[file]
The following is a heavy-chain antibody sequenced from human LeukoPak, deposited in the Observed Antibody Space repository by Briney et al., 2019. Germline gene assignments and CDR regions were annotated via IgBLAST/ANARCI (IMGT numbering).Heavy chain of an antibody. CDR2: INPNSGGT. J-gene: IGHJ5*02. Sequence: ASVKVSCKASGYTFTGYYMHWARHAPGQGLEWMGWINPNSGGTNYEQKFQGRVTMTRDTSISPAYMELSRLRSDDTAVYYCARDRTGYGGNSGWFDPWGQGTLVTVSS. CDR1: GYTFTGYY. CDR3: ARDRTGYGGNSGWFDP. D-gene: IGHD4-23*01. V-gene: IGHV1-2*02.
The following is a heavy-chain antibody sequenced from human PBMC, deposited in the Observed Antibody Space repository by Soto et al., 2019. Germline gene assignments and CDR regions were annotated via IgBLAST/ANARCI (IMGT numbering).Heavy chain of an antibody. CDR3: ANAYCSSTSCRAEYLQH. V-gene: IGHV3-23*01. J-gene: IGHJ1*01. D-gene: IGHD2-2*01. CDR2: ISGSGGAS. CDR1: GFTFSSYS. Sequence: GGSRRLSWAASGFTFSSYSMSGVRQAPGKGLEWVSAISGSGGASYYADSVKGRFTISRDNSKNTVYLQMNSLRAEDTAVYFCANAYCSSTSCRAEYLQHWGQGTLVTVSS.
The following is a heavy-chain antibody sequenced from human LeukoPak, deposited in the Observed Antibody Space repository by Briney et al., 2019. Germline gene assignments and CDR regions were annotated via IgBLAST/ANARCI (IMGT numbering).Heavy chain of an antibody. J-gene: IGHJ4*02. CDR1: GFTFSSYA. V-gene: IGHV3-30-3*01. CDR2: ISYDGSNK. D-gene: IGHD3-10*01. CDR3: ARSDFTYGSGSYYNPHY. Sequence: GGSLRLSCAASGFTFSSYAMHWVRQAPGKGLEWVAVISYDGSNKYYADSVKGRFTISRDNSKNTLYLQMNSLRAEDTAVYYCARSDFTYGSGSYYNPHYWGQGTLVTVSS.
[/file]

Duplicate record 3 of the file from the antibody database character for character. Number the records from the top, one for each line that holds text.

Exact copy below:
The following is a heavy-chain antibody sequenced from human LeukoPak, deposited in the Observed Antibody Space repository by Briney et al., 2019. Germline gene assignments and CDR regions were annotated via IgBLAST/ANARCI (IMGT numbering).Heavy chain of an antibody. J-gene: IGHJ4*02. CDR1: GFTFSSYA. V-gene: IGHV3-30-3*01. CDR2: ISYDGSNK. D-gene: IGHD3-10*01. CDR3: ARSDFTYGSGSYYNPHY. Sequence: GGSLRLSCAASGFTFSSYAMHWVRQAPGKGLEWVAVISYDGSNKYYADSVKGRFTISRDNSKNTLYLQMNSLRAEDTAVYYCARSDFTYGSGSYYNPHYWGQGTLVTVSS.